Facebook boots Patriot Prayer, a far-right group with a history of violence
Facebook removed accounts belonging to far-right group Patriot Prayer and its leader Joey Gibson on Friday, citing a new effort to eradicate “violent social militias” from the platform.
That effort emerged through a policy update in mid-August to the company’s rules around “Dangerous Individuals and Organizations.” Those changes resulted in the removal of a number of groups and pages linked to the pro-Trump conspiracy theory known as QAnon and some militia organizations, as well as groups and pages linked to Antifa, a decentralized left-leaning ideology that opposes fascism.
“… We have seen growing movements that, while not directly organizing violence, have celebrated violent acts, shown that they have weapons and suggest they will use them, or have individual followers with patterns of violent behavior,” Facebook wrote in a blog post addressing the push to remove potentially violent groups.
Patriot Prayer is a Vancouver, Washington-based far-right group known for staging confrontational events in left-leaning urban centers. Patriot Prayer’s events, which often result in violence and street fighting, have historically attracted individuals from other extremist groups, including the Proud Boys and the neo-Nazi group Identity Evropa.
Last year, Gibson pled not guilty to felony riot charges stemming from a street fight in Portland in which he “pushed a woman, taunted a number of people and physically threatened others,” according to court documents obtained by KOIN News.
The group attracted national attention this week when one of its supporters, Aaron “Jay” Danielson, was shot and killed on Saturday night after a caravan of armed Trump supporters drove into downtown Portland to clash with racial justice protesters who have been demonstrating in the city center for more than three months.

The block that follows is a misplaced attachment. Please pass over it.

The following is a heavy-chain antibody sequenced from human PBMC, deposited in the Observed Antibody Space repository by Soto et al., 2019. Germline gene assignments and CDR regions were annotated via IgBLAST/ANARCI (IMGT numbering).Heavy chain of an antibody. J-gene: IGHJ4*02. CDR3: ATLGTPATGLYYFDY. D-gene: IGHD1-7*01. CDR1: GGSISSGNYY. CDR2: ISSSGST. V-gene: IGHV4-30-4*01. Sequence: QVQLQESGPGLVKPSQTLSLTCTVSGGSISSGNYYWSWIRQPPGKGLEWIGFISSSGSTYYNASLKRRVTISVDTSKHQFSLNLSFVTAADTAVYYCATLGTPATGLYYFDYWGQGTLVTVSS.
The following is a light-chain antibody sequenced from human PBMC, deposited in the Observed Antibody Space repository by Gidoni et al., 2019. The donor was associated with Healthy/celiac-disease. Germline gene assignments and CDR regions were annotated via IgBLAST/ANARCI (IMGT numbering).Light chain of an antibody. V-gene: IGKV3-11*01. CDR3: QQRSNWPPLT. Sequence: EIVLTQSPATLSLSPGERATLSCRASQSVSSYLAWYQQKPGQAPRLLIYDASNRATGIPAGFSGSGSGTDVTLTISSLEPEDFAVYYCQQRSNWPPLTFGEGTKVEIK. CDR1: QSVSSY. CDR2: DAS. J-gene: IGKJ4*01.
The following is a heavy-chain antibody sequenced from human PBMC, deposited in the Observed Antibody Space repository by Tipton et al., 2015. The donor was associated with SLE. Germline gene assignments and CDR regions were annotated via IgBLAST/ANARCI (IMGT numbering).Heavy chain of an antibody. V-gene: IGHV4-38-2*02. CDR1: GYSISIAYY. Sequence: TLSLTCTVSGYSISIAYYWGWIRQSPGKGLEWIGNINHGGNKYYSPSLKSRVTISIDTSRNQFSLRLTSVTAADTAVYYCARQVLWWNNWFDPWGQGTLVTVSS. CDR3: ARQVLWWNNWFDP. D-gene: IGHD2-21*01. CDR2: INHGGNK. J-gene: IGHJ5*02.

A suspect in Danielson’s death, Michael Reinoehl, was shot and killed Thursday night when a task force of federal agents and local law enforcement made an effort to apprehend him near Olympia, Washington. Reinoehl appears to have been a self-described anti-fascist and a regular attendee of Portland’s ongoing protests.
TechCrunch reached out to YouTube and Twitter to see if those platforms have any plans to take action on Patriot Prayer’s accounts and will update this story if we learn more. The group has a Twitter account with more than 16,000 followers and the YouTube account “Joey Gibson Patriot Prayer USA” boasts more than 50,000 subscribers.
On Thursday, Gibson seemed to anticipate that the national attention might lead to his group being kicked off Facebook and encouraged Patriot Prayer supporters to follow him on the small conservative social network Parler.
“Facebook might ban me any minute,” Gibson wrote.